As you can imagine, ingesting a large quantity of ultra-concentrated bleach (anything over a spoonful) is hazardous. The mouth’s lesions will be intense, so you might see blood and open wounds. The lesions extend to the esophagus, stomach, and even intestines.

The prognosis depends on the bleach quantity, the lesions’ gravity, and how fast the treatment was administered. Please note that it can even take a few months for such wounds to heal and can be life-threatening.

Non-Chlorine Bleach

Molly's Suds Natural Oxygen Whitener

Some bleach products have no chlorine at all. Instead, they have hydrogen peroxide in their composition. Unfortunately, this substance is also hazardous for your cat because, aside from the irritation, it also induces vomiting. This is, in fact, a tell-tale sign in identifying what happened to your cat.

Effects of Skin Contact -If your cat gets a small quantity of non-chlorine bleach on its skin, it will likely cause a low-grade irritation because its fur might provide sufficient protection. You may notice, however, that the fur in the area of contact is much lighter in color. Hydrogen peroxide is the same substance used for hair bleach. If you notice any contact, wash the area thoroughly with cold, clean water and examine the cat’s skin for irritation.

This bleach only becomes dangerous if the cat has prolonged contact with a larger quantity. While this is less likely to happen, it is possible. If this is the case, the cat’s skin irritation requires medical attention. Wash the area thoroughly as soon as possible to dilute the substance.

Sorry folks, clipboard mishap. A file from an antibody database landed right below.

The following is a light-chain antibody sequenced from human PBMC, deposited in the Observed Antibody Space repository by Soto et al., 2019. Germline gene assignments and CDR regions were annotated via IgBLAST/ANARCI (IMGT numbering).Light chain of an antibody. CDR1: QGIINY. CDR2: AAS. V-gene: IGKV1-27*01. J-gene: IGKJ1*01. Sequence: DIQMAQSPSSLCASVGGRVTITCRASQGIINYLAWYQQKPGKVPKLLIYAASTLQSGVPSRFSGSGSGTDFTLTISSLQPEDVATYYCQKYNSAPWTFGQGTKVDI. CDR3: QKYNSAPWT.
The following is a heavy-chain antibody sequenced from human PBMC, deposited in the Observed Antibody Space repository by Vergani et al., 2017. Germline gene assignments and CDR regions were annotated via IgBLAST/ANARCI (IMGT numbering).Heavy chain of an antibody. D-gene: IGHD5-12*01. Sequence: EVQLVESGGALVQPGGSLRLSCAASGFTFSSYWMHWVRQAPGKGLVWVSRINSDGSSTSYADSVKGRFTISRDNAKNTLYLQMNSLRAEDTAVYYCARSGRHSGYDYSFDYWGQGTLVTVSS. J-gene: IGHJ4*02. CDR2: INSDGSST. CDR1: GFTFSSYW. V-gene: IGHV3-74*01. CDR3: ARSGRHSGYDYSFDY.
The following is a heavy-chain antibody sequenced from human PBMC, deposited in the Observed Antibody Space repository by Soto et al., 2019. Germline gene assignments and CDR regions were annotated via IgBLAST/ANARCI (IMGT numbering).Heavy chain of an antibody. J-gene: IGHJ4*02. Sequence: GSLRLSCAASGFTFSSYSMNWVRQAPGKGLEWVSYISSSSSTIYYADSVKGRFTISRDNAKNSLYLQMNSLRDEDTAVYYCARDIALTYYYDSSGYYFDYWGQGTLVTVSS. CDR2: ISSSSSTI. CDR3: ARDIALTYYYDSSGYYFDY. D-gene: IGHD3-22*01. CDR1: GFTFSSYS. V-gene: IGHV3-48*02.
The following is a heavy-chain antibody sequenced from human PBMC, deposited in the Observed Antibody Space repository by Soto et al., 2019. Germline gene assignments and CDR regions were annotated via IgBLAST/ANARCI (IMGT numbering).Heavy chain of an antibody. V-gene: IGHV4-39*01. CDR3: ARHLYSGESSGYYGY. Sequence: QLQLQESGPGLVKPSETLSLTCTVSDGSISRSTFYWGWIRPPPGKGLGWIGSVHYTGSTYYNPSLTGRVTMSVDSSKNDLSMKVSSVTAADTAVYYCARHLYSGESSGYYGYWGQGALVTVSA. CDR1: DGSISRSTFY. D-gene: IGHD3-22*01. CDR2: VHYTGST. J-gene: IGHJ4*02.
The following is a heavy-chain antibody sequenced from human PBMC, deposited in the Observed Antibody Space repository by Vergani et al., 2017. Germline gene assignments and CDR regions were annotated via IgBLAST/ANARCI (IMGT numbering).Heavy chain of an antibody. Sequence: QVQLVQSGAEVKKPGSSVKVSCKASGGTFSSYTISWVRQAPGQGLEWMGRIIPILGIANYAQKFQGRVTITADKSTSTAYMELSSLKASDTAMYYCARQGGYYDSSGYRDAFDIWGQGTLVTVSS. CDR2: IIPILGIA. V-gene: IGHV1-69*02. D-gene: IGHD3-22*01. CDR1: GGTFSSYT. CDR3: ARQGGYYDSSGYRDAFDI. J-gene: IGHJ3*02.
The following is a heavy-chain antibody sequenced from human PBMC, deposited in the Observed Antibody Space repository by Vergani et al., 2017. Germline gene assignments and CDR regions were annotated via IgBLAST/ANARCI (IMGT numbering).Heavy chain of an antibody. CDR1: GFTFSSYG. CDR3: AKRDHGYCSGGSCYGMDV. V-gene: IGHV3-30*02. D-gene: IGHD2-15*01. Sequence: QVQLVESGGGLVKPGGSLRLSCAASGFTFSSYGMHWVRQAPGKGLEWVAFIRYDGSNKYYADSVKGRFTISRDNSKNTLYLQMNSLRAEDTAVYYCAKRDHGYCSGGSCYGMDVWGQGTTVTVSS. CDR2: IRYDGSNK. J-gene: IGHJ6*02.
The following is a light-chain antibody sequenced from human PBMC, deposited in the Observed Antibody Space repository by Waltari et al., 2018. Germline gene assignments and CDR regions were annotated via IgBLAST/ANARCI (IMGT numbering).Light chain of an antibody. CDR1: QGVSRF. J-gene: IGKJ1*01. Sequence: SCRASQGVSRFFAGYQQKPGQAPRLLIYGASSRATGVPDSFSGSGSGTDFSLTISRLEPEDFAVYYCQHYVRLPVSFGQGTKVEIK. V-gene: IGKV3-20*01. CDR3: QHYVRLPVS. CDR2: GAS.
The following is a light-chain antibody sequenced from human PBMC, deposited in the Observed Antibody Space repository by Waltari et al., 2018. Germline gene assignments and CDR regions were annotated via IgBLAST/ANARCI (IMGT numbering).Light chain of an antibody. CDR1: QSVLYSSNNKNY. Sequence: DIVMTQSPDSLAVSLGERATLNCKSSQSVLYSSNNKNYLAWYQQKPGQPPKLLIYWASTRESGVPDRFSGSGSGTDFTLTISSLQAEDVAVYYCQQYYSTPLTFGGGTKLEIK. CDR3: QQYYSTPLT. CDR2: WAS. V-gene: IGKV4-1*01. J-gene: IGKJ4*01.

However, if this bleach gets into the cat’s eyes, even a small quantity can cause severe damage. You will notice the cat’s eyes are red and tearing and that the cat is trying to use its paws to respond to the irritation. It won’t be able to keep its eyes open, so you will see the cat blinking. This can be very dangerous, so immediately wash your cat’s eyes with cold water and take it to the vet.

Effects of Ingestion – Even ingesting a small quantity of hydrogen peroxide is enough to cause an immediate effect. The cat will start vomiting because the substance activates the vomiting reflex. If you see your cat vomiting and smell bleach, take it to the vet because there may be lesions on its mouth and throat that require treatment.

Suppose the cat ingests a larger quantity of non-chlorine bleach. In that case, the effects will be more violent – more vomiting, more profound lesions, and a wider area affected. Moreover, when the cat vomits, the bleach will irritate its throat and mouth even more. This is a medical emergency. You can do very little at this point, so take your cat to the hospital immediately.

How Can You Protect Your Cat from Bleach?

While the smell of bleach will never cease to be irresistible for your cat, you can easily make it impossible for it to reach it. There are some safety precautions that you can take so that your cat never has access to bleach. Here are a few things that you can do:

  • Place all the bleach products in the house (including floor or bathroom cleaners) in a closed cabinet. Ideally, it should lock because cats are very inventive when opening doors.
  • After washing the floor, the tub, or the bathroom with products that have bleach in their composition, you must rinse thoroughly. If you leave any bleach on the floor, your cat will come to inspect, being drawn by the smell, and it will get the bleach on its paws, nose, mouth, and tongue.
  • Letting the washed areas dry out before the cat can access them is also crucial. Dried bleach is less of an irritant than it is as a fluid.